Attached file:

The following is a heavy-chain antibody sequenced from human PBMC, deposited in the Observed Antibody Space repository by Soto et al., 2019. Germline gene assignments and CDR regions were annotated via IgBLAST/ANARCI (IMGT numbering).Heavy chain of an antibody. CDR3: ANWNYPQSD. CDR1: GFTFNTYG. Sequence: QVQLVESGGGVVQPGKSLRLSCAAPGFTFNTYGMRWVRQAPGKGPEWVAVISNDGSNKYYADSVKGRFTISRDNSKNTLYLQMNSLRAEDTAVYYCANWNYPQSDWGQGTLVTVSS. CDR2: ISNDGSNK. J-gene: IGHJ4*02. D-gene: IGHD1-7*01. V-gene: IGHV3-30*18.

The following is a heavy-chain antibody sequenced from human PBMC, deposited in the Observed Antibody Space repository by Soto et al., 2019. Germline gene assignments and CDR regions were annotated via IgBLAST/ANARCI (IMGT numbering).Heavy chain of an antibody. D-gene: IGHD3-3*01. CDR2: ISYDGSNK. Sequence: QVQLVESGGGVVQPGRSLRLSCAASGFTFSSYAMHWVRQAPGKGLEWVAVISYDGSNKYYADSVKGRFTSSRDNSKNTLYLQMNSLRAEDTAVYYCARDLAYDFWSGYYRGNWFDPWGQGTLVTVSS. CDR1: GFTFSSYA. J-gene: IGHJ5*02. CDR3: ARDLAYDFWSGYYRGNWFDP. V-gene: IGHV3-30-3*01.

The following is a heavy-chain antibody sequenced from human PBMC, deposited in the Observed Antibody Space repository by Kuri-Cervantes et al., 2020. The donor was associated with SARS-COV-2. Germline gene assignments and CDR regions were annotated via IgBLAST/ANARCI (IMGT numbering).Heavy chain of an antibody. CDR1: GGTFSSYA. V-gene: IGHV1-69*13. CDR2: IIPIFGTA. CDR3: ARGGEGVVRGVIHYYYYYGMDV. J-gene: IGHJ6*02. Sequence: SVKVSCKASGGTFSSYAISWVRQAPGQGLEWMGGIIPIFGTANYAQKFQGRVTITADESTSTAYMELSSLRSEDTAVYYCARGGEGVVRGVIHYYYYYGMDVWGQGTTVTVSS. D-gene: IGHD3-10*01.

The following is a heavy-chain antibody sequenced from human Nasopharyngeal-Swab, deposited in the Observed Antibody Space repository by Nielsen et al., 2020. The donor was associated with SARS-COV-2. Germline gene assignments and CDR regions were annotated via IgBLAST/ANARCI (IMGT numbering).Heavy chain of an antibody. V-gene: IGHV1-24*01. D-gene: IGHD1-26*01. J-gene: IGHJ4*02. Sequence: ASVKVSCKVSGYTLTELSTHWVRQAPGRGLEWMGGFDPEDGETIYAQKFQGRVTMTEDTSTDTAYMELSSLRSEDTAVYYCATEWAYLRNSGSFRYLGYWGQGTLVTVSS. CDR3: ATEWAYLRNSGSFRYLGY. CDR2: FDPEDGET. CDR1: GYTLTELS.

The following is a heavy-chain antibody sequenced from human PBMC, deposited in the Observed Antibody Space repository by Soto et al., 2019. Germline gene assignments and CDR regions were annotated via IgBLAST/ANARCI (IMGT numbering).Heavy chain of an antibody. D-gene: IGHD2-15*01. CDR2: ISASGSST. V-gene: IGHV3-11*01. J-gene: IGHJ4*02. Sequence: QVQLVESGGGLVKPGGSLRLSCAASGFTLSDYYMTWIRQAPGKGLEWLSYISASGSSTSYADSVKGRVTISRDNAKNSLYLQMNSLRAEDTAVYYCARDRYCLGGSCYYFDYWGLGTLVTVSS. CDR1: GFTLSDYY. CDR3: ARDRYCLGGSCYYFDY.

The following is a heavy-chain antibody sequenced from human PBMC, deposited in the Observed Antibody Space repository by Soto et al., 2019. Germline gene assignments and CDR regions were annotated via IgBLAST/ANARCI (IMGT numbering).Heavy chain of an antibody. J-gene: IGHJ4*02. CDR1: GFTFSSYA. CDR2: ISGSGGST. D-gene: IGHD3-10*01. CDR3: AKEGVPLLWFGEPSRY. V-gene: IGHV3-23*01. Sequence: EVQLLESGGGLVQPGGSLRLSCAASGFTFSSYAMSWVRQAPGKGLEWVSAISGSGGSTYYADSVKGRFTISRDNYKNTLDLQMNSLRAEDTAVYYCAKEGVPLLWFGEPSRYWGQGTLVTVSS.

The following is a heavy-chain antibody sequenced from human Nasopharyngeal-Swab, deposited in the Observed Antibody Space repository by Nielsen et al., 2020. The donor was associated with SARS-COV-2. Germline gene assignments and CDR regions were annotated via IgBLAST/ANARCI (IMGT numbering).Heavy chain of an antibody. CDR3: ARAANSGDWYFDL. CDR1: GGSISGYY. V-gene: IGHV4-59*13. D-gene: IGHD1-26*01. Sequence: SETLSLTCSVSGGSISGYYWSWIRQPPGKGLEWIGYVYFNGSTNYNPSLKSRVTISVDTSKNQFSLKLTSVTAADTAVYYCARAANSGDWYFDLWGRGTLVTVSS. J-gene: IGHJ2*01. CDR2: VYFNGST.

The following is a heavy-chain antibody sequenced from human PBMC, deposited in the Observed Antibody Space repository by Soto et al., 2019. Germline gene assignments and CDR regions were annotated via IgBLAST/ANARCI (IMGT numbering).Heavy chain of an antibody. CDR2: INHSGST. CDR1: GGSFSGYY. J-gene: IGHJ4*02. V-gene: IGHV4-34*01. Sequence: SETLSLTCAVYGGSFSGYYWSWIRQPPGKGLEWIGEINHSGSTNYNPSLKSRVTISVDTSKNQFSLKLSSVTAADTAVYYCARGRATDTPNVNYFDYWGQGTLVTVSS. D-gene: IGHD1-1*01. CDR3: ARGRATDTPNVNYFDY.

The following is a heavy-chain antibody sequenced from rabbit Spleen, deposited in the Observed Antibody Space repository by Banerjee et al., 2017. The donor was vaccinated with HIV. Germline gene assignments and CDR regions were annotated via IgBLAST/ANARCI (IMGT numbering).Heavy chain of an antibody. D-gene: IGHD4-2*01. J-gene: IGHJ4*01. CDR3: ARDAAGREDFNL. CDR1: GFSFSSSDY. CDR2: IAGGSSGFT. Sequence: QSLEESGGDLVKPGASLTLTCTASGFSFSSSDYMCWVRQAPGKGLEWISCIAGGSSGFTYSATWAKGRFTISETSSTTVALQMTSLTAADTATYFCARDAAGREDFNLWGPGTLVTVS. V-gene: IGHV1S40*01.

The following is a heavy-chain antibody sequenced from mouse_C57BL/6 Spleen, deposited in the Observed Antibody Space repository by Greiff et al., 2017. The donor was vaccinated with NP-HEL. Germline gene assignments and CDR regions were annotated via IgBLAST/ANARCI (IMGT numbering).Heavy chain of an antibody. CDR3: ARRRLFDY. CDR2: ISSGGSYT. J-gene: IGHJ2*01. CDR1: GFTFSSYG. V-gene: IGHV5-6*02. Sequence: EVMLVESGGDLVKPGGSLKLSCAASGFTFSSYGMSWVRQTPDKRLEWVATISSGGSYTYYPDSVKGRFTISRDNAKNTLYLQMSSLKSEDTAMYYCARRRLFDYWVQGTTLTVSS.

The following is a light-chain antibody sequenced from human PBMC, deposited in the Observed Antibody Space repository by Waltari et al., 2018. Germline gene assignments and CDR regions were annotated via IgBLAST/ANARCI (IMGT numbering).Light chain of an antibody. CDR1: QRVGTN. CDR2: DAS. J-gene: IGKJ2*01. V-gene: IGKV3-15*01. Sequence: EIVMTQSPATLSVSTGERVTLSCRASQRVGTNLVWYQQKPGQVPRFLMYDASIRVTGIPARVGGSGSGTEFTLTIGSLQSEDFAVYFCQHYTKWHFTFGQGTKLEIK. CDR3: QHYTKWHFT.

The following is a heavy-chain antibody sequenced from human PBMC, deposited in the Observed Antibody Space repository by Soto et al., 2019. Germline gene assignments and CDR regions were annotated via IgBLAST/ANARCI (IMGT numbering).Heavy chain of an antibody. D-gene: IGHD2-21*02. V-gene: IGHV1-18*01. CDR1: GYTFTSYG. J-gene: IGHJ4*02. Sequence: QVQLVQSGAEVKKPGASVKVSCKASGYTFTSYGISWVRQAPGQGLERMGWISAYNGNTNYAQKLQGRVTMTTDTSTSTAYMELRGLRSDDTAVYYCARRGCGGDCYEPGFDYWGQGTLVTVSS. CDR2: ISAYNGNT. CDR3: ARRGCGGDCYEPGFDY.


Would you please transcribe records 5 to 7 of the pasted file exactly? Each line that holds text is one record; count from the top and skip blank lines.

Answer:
The following is a heavy-chain antibody sequenced from human PBMC, deposited in the Observed Antibody Space repository by Soto et al., 2019. Germline gene assignments and CDR regions were annotated via IgBLAST/ANARCI (IMGT numbering).Heavy chain of an antibody. D-gene: IGHD2-15*01. CDR2: ISASGSST. V-gene: IGHV3-11*01. J-gene: IGHJ4*02. Sequence: QVQLVESGGGLVKPGGSLRLSCAASGFTLSDYYMTWIRQAPGKGLEWLSYISASGSSTSYADSVKGRVTISRDNAKNSLYLQMNSLRAEDTAVYYCARDRYCLGGSCYYFDYWGLGTLVTVSS. CDR1: GFTLSDYY. CDR3: ARDRYCLGGSCYYFDY.

The following is a heavy-chain antibody sequenced from human PBMC, deposited in the Observed Antibody Space repository by Soto et al., 2019. Germline gene assignments and CDR regions were annotated via IgBLAST/ANARCI (IMGT numbering).Heavy chain of an antibody. J-gene: IGHJ4*02. CDR1: GFTFSSYA. CDR2: ISGSGGST. D-gene: IGHD3-10*01. CDR3: AKEGVPLLWFGEPSRY. V-gene: IGHV3-23*01. Sequence: EVQLLESGGGLVQPGGSLRLSCAASGFTFSSYAMSWVRQAPGKGLEWVSAISGSGGSTYYADSVKGRFTISRDNYKNTLDLQMNSLRAEDTAVYYCAKEGVPLLWFGEPSRYWGQGTLVTVSS.

The following is a heavy-chain antibody sequenced from human Nasopharyngeal-Swab, deposited in the Observed Antibody Space repository by Nielsen et al., 2020. The donor was associated with SARS-COV-2. Germline gene assignments and CDR regions were annotated via IgBLAST/ANARCI (IMGT numbering).Heavy chain of an antibody. CDR3: ARAANSGDWYFDL. CDR1: GGSISGYY. V-gene: IGHV4-59*13. D-gene: IGHD1-26*01. Sequence: SETLSLTCSVSGGSISGYYWSWIRQPPGKGLEWIGYVYFNGSTNYNPSLKSRVTISVDTSKNQFSLKLTSVTAADTAVYYCARAANSGDWYFDLWGRGTLVTVSS. J-gene: IGHJ2*01. CDR2: VYFNGST.